This is more information than you probably wanted, or is even helpful, but I just wanted to let you know about my situation and that even though it is a long, slow, difficult process, there is nothing better than being able to commit to the pursuit of a lifelong dream and watch it unfold into reality.
This is an awesome forum that I have become addicted to. It is great to read about and learn from other’s experiences. Everyone is extremely friendly, helpful, and supportive.
I say go for it!

I think you would be surprised at how supportive your family and friends may become. Also, many post-bacc programs are structured so that you can continue working (and putting away that corporate salary). This allows you to prepare you and your family for the long road of medical school and residency where your finances and lifestyle may change dramatically.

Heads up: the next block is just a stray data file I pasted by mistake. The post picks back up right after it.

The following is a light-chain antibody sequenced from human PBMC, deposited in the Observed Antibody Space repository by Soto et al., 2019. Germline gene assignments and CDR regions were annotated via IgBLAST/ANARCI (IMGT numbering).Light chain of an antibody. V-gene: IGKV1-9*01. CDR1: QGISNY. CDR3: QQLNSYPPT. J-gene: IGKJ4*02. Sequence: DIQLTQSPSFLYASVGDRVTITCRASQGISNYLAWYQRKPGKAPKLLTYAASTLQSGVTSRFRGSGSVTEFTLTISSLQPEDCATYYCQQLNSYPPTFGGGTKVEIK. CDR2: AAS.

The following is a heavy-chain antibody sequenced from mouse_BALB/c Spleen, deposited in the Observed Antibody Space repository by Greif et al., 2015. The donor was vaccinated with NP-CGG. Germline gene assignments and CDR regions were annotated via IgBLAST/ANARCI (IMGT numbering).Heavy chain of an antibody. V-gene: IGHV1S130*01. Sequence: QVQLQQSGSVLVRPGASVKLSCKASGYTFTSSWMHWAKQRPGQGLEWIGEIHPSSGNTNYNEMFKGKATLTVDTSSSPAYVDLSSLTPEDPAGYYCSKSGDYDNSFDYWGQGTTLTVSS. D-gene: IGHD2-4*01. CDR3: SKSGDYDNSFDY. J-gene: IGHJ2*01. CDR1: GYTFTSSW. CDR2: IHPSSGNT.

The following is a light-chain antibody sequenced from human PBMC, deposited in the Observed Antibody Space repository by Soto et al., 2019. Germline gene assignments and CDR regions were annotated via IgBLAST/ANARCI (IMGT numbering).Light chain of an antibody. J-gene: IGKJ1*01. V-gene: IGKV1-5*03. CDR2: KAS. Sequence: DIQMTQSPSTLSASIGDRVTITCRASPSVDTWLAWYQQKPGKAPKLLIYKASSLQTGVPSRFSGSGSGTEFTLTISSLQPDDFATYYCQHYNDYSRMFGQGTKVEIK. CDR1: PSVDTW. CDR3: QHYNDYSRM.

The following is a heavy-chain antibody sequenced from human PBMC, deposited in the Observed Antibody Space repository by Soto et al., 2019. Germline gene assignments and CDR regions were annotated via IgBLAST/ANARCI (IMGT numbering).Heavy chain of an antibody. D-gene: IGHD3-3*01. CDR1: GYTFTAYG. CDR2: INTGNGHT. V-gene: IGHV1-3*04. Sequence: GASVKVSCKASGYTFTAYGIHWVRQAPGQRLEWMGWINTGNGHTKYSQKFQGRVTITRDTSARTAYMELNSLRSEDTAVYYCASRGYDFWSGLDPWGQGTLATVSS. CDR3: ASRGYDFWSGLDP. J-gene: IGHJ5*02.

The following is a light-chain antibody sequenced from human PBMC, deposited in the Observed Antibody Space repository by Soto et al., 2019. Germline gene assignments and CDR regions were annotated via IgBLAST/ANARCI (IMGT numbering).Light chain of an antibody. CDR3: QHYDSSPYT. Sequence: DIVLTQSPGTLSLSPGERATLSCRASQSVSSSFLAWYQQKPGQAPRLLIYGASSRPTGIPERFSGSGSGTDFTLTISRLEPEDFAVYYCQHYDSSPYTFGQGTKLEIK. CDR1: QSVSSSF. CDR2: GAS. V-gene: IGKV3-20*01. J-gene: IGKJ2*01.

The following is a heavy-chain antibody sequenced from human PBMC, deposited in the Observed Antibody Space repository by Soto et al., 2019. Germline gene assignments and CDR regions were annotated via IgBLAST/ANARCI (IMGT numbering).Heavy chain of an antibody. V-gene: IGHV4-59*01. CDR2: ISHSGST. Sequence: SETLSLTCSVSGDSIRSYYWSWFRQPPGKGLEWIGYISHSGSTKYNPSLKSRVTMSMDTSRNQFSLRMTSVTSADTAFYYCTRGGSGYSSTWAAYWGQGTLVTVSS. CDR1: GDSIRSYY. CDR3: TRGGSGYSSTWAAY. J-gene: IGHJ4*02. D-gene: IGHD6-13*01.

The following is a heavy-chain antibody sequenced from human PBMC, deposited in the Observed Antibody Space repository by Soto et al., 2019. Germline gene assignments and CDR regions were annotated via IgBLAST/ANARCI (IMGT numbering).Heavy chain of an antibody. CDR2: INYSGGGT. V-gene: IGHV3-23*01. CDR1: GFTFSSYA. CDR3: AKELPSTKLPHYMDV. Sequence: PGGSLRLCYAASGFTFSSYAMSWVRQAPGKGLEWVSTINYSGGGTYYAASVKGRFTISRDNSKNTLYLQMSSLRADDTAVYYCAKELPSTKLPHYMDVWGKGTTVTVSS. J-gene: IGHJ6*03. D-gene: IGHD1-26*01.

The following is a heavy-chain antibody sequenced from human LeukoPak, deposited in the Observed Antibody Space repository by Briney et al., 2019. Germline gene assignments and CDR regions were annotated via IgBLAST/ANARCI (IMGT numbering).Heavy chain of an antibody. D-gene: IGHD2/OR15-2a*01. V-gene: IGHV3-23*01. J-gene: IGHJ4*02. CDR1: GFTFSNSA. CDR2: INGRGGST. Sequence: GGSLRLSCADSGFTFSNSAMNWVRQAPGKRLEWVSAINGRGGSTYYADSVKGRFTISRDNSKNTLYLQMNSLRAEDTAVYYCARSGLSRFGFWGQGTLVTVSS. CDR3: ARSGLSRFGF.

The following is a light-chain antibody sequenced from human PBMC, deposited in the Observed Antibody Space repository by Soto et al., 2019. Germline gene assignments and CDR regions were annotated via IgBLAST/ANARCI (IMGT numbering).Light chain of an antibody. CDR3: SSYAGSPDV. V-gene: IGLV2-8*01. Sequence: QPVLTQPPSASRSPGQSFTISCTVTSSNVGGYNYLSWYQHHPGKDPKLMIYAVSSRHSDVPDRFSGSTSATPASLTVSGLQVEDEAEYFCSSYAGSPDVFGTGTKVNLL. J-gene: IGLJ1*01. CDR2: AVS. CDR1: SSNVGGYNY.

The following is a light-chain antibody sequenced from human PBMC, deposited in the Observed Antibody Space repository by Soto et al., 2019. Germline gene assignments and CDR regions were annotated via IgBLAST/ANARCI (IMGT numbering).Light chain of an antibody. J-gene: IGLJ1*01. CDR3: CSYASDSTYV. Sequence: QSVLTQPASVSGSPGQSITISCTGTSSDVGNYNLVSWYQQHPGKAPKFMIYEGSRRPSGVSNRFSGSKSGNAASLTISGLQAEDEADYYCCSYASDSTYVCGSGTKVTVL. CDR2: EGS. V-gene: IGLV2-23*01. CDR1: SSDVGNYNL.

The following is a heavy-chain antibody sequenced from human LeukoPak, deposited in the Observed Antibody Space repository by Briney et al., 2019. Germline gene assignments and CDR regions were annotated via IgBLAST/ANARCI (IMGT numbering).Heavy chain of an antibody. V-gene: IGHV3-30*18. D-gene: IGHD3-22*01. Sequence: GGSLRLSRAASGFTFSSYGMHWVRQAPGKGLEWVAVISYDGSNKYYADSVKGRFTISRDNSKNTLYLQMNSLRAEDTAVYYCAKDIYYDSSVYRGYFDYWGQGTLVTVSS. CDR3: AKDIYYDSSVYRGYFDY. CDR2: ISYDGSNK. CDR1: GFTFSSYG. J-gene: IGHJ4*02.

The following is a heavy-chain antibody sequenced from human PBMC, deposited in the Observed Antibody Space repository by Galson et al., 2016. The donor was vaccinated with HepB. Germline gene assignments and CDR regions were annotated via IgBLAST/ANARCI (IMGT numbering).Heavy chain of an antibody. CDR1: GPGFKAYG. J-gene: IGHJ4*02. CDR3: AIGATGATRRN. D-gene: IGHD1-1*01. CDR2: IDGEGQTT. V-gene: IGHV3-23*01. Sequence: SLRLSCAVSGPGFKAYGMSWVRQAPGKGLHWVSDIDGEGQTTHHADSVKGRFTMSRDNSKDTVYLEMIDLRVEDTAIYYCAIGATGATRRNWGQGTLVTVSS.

I’ve found that once my family and friends saw the sacrifices I had to make in order to work full time and complete the post-bacc courses as well as they enthusiasm I maintained for the endeavor, they became even more supportive.
Outside your close friends and family, “coming out” as an older premed has its own set of ups and downs. Some people will be very supportive and “impressed” by your decision. Others will just be baffled. And there are many (even some within the medical profession) who will actively discourage you from the the pursuit. I believe most of the detractors have good intentions, so you have to be confidant enough in your own reasons that you don’t let this discourage or anger you.